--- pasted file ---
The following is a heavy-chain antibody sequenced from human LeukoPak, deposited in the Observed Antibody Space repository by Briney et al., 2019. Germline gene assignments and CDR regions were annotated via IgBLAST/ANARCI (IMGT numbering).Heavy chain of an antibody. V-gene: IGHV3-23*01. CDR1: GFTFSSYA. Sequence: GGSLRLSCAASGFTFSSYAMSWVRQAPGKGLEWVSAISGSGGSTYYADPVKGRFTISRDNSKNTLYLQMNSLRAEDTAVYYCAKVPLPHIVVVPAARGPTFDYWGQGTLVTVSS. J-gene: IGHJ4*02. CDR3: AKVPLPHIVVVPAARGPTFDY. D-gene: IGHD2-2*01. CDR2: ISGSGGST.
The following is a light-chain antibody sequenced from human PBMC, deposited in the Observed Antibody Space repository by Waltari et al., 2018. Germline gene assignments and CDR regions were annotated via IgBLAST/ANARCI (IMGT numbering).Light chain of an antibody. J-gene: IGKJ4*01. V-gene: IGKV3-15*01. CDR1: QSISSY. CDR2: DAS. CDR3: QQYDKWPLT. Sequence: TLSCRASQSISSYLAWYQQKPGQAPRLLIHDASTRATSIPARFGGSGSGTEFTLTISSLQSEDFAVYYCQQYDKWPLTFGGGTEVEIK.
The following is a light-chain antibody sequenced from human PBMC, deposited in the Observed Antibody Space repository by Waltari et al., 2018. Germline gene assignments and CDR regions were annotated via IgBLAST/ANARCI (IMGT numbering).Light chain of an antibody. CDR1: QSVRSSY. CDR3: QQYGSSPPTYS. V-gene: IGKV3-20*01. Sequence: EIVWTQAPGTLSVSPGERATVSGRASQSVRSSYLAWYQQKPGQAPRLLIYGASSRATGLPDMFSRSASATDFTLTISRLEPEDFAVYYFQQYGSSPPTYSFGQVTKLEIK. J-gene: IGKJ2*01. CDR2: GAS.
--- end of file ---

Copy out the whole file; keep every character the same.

The following is a heavy-chain antibody sequenced from human LeukoPak, deposited in the Observed Antibody Space repository by Briney et al., 2019. Germline gene assignments and CDR regions were annotated via IgBLAST/ANARCI (IMGT numbering).Heavy chain of an antibody. V-gene: IGHV3-23*01. CDR1: GFTFSSYA. Sequence: GGSLRLSCAASGFTFSSYAMSWVRQAPGKGLEWVSAISGSGGSTYYADPVKGRFTISRDNSKNTLYLQMNSLRAEDTAVYYCAKVPLPHIVVVPAARGPTFDYWGQGTLVTVSS. J-gene: IGHJ4*02. CDR3: AKVPLPHIVVVPAARGPTFDY. D-gene: IGHD2-2*01. CDR2: ISGSGGST.
The following is a light-chain antibody sequenced from human PBMC, deposited in the Observed Antibody Space repository by Waltari et al., 2018. Germline gene assignments and CDR regions were annotated via IgBLAST/ANARCI (IMGT numbering).Light chain of an antibody. J-gene: IGKJ4*01. V-gene: IGKV3-15*01. CDR1: QSISSY. CDR2: DAS. CDR3: QQYDKWPLT. Sequence: TLSCRASQSISSYLAWYQQKPGQAPRLLIHDASTRATSIPARFGGSGSGTEFTLTISSLQSEDFAVYYCQQYDKWPLTFGGGTEVEIK.
The following is a light-chain antibody sequenced from human PBMC, deposited in the Observed Antibody Space repository by Waltari et al., 2018. Germline gene assignments and CDR regions were annotated via IgBLAST/ANARCI (IMGT numbering).Light chain of an antibody. CDR1: QSVRSSY. CDR3: QQYGSSPPTYS. V-gene: IGKV3-20*01. Sequence: EIVWTQAPGTLSVSPGERATVSGRASQSVRSSYLAWYQQKPGQAPRLLIYGASSRATGLPDMFSRSASATDFTLTISRLEPEDFAVYYFQQYGSSPPTYSFGQVTKLEIK. J-gene: IGKJ2*01. CDR2: GAS.